Perhaps most crucially, we were guests at a Steampunk convention in Victoria on Vancouver Island and subsequently went on an adventure to the western rim of the island, in Tofino, which included a trek up a mountain. Despite wild cattle, an abandoned creepy village, getting lost, crawling up a ravine of fallen cedars, something that growled at us from a den, and sudden rainfall muddying the steep ascent, we somehow made it down and survived it.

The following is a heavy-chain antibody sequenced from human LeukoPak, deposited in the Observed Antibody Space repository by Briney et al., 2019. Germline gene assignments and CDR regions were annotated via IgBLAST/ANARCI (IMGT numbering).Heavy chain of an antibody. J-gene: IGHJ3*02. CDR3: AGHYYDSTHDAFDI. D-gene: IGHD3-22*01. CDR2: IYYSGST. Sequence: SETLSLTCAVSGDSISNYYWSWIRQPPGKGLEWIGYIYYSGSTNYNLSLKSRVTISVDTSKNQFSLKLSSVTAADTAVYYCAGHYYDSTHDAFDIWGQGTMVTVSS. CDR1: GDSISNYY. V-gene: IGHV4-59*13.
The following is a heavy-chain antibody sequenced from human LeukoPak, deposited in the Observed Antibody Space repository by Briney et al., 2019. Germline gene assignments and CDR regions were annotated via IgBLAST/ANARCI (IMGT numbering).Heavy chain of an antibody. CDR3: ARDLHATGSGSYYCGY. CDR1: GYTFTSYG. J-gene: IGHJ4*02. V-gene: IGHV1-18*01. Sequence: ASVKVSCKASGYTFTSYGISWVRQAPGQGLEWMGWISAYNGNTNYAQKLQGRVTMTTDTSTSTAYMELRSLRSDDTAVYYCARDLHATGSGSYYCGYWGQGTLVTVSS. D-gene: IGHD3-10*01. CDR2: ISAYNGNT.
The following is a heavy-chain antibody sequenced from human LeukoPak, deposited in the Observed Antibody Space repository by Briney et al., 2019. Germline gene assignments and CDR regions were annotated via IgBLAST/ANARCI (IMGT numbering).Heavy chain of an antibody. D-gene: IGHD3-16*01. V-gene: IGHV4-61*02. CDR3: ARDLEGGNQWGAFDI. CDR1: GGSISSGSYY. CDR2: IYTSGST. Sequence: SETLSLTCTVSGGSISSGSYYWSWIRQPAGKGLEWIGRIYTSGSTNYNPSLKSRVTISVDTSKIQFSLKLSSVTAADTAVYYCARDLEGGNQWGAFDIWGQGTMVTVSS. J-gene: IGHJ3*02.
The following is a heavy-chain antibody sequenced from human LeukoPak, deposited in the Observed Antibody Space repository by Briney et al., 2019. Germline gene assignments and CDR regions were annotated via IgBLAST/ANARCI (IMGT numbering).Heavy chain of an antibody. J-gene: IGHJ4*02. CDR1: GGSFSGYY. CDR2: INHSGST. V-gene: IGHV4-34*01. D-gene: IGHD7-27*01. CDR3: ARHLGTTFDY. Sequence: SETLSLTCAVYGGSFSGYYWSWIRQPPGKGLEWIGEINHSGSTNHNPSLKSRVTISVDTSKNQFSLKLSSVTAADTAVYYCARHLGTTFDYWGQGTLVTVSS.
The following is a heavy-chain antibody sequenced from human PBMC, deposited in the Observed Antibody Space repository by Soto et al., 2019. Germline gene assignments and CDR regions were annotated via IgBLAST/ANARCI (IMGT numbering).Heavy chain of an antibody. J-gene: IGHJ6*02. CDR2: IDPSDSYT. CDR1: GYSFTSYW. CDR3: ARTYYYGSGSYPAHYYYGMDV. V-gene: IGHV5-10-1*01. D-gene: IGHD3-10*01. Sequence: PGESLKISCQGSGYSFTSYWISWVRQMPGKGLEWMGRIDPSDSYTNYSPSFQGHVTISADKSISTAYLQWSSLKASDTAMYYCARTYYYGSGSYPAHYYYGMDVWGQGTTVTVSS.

My year was taken up with a number of different solo projects for the most part, beyond Weirdfictionreview.com (full props to Adam Mills, managing editor, who did a stellar job keeping WFR going). I worked on and finally turned in Wonderbook: An Illustrated Guide to Creating Imaginative Fiction (Abrams Image). I also got bad bronchitis in February and, slowed down and inspired by a weird dream, wound up, in a state of delirium, writing the novel Annihilation, the first volume of the Southern Reach trilogy. I also wrote a long story, “Komodo”, for Arc 1.2, a great new British magazine, a long essay on fakes for the New Haven Review, and a story “No Breather in the World But Thee,” which sold to John Joseph Adams’ Nightmare magazine for publication in 2013. In addition, the graphic novel version of my story “The Situation,” art by Eric Orchard, ran on Tor.com early in the year. (Hopefully, it’ll be remembered by Hugo voters.) I started work, too, on the second volume of the Southern Reach series, Authority, and mapped out the third, Acceptance.